Animal Legal Defense Fund Voices Support for Montreal SPCA’s Effort to Overturn Breed-discrimination Law

Posted on December 20, 2016

Contact: Natalia Lima,, 201 679 7088

The Animal Legal Defense Fund supports the Montreal SPCA in its efforts to overturn the city’s ban on “pit bull-type dogs.” The new by-law makes it illegal to adopt or otherwise acquire any dog identified as “a pit bull-type dog” within Montreal city limits. It prevents shelters from placing these dogs through adoption, and imposes mandatory muzzling of these dogs at all times when outdoors, even in their owners’ backyard. Not only is the by-law discriminatory and nearly impossible to fairly enforce, it also raises legal concerns based on the Civil Code of Quebec, which was recently amended to expressly recognize animals as “sentient beings.”

The ban will penalize any dog deemed a “pit bull-type” regardless of the individual dog’s behavior. In Montreal’s by-law, “pit bull” includes three distinct breeds, mixes thereof and any dog with the characteristics of these breeds. Empirical data confirms that even animal care professionals cannot reliably identify breeds by appearance. In fact, the isolated incident that spurred Montreal’s new law involved a dog originally described as a pit bull, but who was later found to have been registered as a Boxer. Though genetic analyses were allegedly conducted by the city of Montreal to determine the dog’s breed, the results of these tests have yet to be disclosed.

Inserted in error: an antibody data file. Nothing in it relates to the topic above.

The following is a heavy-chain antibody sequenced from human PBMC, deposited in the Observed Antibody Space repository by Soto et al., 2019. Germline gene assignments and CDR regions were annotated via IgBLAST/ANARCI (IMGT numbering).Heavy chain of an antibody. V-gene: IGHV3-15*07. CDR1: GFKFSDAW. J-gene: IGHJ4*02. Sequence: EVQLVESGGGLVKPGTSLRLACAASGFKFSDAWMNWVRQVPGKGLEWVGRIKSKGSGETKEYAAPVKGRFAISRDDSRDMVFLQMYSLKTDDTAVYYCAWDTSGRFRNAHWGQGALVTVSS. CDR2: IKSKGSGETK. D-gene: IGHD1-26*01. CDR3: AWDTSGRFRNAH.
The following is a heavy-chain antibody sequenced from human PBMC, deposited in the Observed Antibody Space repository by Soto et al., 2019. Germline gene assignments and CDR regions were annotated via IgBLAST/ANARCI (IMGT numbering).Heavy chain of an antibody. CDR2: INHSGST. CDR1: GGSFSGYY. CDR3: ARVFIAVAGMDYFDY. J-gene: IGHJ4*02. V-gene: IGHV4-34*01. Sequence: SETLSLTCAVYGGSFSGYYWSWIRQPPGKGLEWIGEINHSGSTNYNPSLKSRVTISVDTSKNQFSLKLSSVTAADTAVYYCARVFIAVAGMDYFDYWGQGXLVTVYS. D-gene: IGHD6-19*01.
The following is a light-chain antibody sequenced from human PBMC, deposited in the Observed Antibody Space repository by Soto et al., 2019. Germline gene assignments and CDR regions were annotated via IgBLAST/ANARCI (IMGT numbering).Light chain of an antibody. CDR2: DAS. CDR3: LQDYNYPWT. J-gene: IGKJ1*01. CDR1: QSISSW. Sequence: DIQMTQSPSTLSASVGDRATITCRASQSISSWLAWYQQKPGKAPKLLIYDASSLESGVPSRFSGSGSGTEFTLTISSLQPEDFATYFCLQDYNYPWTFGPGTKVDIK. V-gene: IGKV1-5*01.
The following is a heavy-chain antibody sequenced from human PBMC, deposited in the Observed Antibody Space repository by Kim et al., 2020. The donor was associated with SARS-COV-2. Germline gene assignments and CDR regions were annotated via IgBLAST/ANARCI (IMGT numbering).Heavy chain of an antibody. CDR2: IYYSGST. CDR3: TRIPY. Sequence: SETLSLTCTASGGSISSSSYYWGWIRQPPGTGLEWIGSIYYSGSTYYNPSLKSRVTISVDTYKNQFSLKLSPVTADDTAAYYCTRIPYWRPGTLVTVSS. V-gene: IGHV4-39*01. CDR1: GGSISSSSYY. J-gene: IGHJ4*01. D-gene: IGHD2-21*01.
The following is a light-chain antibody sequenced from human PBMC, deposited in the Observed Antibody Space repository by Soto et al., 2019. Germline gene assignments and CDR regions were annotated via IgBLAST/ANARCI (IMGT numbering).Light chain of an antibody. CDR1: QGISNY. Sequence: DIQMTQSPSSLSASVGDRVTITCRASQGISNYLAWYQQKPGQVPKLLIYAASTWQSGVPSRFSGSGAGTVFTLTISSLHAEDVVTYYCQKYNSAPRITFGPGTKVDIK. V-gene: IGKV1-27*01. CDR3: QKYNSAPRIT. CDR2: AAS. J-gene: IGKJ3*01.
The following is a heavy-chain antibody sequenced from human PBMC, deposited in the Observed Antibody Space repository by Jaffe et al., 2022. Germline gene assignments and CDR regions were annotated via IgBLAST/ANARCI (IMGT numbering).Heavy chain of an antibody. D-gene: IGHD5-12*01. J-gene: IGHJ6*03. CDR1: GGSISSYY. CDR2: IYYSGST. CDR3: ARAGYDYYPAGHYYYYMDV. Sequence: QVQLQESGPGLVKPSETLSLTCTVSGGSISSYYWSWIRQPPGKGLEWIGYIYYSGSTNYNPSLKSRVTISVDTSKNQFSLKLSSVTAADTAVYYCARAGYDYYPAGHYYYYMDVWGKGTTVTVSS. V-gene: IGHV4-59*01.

Breed-discriminatory laws are often passed in the immediate wake of one tragic event. Montreal, like all jurisdictions, has an interest in protecting its citizens, but these laws have been shown to be wholly ineffective at reducing dog bites or increasing public safety. Laws that are breed-neutral and focus on individual animal and guardian behavior allow communities to address dangerous dogs effectively.

“Evidence is mounting that breed-discriminatory laws do not effectively protect public safety,” says Animal Legal Defense Fund Executive Director Stephen Wells. “In the U.S., groups that oppose breed-discriminatory policies include the American Bar Association, the American Veterinary Medical Association and the Obama administration.”

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